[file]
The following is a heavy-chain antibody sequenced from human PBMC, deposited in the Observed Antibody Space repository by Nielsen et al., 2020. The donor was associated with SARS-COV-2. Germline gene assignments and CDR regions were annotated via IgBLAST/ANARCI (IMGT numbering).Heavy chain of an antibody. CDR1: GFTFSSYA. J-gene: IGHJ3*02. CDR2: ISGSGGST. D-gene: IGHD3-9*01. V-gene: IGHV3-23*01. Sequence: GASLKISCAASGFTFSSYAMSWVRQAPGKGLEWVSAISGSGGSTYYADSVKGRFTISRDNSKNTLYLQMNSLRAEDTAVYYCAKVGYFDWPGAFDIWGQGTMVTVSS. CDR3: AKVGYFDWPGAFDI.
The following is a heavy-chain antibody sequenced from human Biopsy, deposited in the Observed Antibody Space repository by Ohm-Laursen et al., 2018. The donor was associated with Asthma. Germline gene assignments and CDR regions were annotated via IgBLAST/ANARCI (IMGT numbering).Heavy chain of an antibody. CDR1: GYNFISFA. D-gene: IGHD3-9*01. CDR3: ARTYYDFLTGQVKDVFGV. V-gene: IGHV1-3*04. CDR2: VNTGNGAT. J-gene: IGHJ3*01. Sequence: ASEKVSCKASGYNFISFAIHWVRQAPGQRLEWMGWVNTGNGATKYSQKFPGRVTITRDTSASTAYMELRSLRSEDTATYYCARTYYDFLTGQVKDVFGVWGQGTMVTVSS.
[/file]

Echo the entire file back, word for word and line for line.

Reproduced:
The following is a heavy-chain antibody sequenced from human PBMC, deposited in the Observed Antibody Space repository by Nielsen et al., 2020. The donor was associated with SARS-COV-2. Germline gene assignments and CDR regions were annotated via IgBLAST/ANARCI (IMGT numbering).Heavy chain of an antibody. CDR1: GFTFSSYA. J-gene: IGHJ3*02. CDR2: ISGSGGST. D-gene: IGHD3-9*01. V-gene: IGHV3-23*01. Sequence: GASLKISCAASGFTFSSYAMSWVRQAPGKGLEWVSAISGSGGSTYYADSVKGRFTISRDNSKNTLYLQMNSLRAEDTAVYYCAKVGYFDWPGAFDIWGQGTMVTVSS. CDR3: AKVGYFDWPGAFDI.
The following is a heavy-chain antibody sequenced from human Biopsy, deposited in the Observed Antibody Space repository by Ohm-Laursen et al., 2018. The donor was associated with Asthma. Germline gene assignments and CDR regions were annotated via IgBLAST/ANARCI (IMGT numbering).Heavy chain of an antibody. CDR1: GYNFISFA. D-gene: IGHD3-9*01. CDR3: ARTYYDFLTGQVKDVFGV. V-gene: IGHV1-3*04. CDR2: VNTGNGAT. J-gene: IGHJ3*01. Sequence: ASEKVSCKASGYNFISFAIHWVRQAPGQRLEWMGWVNTGNGATKYSQKFPGRVTITRDTSASTAYMELRSLRSEDTATYYCARTYYDFLTGQVKDVFGVWGQGTMVTVSS.